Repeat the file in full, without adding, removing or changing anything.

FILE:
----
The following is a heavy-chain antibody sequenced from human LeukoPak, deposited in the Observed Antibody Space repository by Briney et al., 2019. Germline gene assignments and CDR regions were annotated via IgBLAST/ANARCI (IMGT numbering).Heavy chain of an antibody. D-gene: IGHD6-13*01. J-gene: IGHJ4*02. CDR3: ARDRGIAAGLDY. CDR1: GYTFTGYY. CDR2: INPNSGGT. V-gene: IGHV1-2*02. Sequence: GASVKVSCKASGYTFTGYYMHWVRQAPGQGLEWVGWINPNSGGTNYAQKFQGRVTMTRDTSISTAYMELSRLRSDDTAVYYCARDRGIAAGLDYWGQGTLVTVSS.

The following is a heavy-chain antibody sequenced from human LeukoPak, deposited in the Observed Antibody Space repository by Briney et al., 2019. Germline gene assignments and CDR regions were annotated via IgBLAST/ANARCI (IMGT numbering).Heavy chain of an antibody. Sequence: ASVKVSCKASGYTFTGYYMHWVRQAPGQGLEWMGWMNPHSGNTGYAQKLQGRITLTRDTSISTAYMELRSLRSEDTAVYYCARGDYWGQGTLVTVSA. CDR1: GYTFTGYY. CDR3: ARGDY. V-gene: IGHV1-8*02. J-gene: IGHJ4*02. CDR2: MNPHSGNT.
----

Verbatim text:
The following is a heavy-chain antibody sequenced from human LeukoPak, deposited in the Observed Antibody Space repository by Briney et al., 2019. Germline gene assignments and CDR regions were annotated via IgBLAST/ANARCI (IMGT numbering).Heavy chain of an antibody. D-gene: IGHD6-13*01. J-gene: IGHJ4*02. CDR3: ARDRGIAAGLDY. CDR1: GYTFTGYY. CDR2: INPNSGGT. V-gene: IGHV1-2*02. Sequence: GASVKVSCKASGYTFTGYYMHWVRQAPGQGLEWVGWINPNSGGTNYAQKFQGRVTMTRDTSISTAYMELSRLRSDDTAVYYCARDRGIAAGLDYWGQGTLVTVSS.

The following is a heavy-chain antibody sequenced from human LeukoPak, deposited in the Observed Antibody Space repository by Briney et al., 2019. Germline gene assignments and CDR regions were annotated via IgBLAST/ANARCI (IMGT numbering).Heavy chain of an antibody. Sequence: ASVKVSCKASGYTFTGYYMHWVRQAPGQGLEWMGWMNPHSGNTGYAQKLQGRITLTRDTSISTAYMELRSLRSEDTAVYYCARGDYWGQGTLVTVSA. CDR1: GYTFTGYY. CDR3: ARGDY. V-gene: IGHV1-8*02. J-gene: IGHJ4*02. CDR2: MNPHSGNT.